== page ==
Hint: Instead of a screw-cap, there are plenty of reasons to use cork. Cork is made from bark, which makes it a resource that is sustainable. Plus, the shape of a bottle can be shaped, making it an extremely attractive way to seal the bottle.
Cork is an impermeable, buoyant fiber, a prime subset of bark tissue harvested mainly from Quercus suber (cork oak), which is native to southwestern Europe and northwestern Africa, for commercial use.
Cork is made of suberin, a hydrophobic material, and it is used in a number of products because of its impermeable (airtight), buoyant, elastic, and fire-retardant properties, the most common of which is for wine stoppers. Because of the cork's cellular structure, it is easily packed into a bottle upon injection and expands to create a tight seal.
Additional Information: Cork, the outer bark of an evergreen type of oak tree native to the Mediterranean region, is called cork oak. Cork consists of irregularly shaped, thin-walled, wax-coated cells that make up the peeling bark of birch trees and many other trees, but only the bark of cork oak deserves a cork label in the narrow commercial sense of the term. In Portugal, Spain, parts of southern France and Italy, and North Africa, cork oaks grow abundantly. Typically, the tree is about 18 m (60 feet) tall, with a large, round-topped head and holly-like, glossy green leaves.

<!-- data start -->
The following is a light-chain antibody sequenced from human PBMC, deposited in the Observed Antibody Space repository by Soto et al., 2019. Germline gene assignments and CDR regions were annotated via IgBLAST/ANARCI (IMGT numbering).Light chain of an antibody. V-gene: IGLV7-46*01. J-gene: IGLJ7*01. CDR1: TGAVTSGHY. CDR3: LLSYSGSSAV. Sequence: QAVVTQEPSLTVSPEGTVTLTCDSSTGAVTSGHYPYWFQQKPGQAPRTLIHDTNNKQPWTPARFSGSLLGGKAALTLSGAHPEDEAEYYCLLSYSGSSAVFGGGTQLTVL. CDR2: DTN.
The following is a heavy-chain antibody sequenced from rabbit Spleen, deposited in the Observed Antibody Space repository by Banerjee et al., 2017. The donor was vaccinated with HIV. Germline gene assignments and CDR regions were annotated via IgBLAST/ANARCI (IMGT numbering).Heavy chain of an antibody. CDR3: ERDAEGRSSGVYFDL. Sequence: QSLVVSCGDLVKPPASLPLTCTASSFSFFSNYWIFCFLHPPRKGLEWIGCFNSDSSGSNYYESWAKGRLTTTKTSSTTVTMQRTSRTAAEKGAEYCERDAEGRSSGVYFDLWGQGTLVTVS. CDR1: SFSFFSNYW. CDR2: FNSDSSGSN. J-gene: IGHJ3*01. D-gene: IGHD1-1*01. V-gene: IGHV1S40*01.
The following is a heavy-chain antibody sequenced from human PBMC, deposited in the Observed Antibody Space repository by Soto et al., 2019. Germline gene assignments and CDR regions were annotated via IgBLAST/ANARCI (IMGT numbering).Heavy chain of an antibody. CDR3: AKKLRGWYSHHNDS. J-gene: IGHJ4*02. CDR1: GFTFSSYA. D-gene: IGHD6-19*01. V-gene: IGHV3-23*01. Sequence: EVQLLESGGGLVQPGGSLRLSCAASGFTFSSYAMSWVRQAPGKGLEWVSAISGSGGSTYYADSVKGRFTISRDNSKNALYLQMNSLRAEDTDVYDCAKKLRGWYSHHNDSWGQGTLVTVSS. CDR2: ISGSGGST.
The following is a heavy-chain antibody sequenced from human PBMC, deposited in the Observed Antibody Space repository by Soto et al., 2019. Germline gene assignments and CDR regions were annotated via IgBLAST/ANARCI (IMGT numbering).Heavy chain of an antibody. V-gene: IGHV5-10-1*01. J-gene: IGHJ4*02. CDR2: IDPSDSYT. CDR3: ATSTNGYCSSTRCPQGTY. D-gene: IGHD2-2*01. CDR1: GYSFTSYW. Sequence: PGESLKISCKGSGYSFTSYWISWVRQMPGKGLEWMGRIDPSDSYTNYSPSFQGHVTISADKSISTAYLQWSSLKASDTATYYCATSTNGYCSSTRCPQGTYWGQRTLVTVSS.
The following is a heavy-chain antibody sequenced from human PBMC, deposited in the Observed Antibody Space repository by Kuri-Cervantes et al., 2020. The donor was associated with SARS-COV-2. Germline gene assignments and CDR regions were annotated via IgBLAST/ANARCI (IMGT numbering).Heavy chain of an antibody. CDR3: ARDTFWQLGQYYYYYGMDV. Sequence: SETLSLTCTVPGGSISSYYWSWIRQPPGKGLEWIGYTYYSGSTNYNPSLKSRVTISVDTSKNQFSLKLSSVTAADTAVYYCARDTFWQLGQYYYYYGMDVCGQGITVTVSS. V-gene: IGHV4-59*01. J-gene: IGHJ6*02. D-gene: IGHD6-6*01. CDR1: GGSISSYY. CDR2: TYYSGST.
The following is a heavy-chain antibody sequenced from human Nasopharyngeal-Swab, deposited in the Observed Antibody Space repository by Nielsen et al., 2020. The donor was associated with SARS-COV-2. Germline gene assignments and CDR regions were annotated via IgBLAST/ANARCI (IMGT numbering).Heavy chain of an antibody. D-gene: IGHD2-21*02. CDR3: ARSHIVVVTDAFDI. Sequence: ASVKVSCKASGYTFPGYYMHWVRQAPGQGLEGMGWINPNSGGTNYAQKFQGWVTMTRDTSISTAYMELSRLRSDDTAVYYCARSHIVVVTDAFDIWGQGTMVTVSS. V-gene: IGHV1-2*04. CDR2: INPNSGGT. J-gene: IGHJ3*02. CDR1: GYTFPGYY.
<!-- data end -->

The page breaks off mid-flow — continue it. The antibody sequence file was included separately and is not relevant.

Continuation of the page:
So, the correct answer is ‘Air tight’.
Note: To make bulletin boards as well as floor and wall tiles, sheets of cork, also often the by-product of stopper making, are used. The low density of Cork makes it an acceptable material for fishing floats and buoys, as well as fishing rod handles (as an alternative to neoprene).